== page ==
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Friday, 26 October, 2001, 14:36 GMT 15:36 UK
Dog breeder's ban cut
Phyllis Colgan
Phyllis Colgan can now start breeding dogs again
A champion dog breeder banned for five years from the Kennel Club after 10 of her animals died from heat exhaustion has had the ban reduced.

Phyllis Colgan, a Crufts judge, was banned after the giant Newfoundlands died in May 1998.

The dog were killed when temperatures in the back of the van they were travelling in reached 100 degrees F.

Colgan was transporting the dogs, worth a total of 100,000, to her new home near Matlock in Derbyshire when the tragedy was discovered at Leicester Forest East Services on the M1.

RSPCA workers carry away dog carcasses from Phyllis Colgan's van
Ten Newfoundland dogs died from heat exhaustion

Colgan and her son-in-law spent about an hour pouring water and ice over the dogs before the RSPCA, a vet and the fire brigade arrived.

Seven dogs died at the scene and three more were taken to a veterinary surgery where one died and two were put down.

The High Court in London ruled the ban should be cut to three years.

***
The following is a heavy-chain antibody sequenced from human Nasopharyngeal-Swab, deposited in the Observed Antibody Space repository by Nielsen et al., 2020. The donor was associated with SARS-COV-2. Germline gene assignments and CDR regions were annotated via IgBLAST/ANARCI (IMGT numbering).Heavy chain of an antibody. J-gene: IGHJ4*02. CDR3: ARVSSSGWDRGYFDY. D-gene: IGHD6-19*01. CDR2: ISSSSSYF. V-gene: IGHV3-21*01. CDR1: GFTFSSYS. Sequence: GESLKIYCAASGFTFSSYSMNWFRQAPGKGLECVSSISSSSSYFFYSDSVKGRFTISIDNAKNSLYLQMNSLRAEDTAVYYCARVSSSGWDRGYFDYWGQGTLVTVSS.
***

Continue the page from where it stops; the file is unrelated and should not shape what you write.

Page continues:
Ms Colgan had asked for a declaration that the ban was unlawful and a court order compelling the Kennel Club to remove it.

Ms Colgan, orginally of Bury St Edmunds in Suffolk, was convicted at Leicester Magistrates court in January 1999 of permitting unnecessary suffering to the dogs, but was given an absolute discharge.

Back to business

She was later banned by the Kennel Club for five years from showing dogs.

The registration of her remaining dogs was taken away, effectively preventing her from breeding.

The judge ruled that the penalites were disproportionate and reduced the five-year ban to a three-year one.

The suspension on Colgan showing and breeding dogs was also reduced to two years, entitling her to get back to business immediately.

In a statement the Kennel Club said it is considering whether to take any further action.


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See also:

09 Jul 01 | UK
Couple admit animal cruelty
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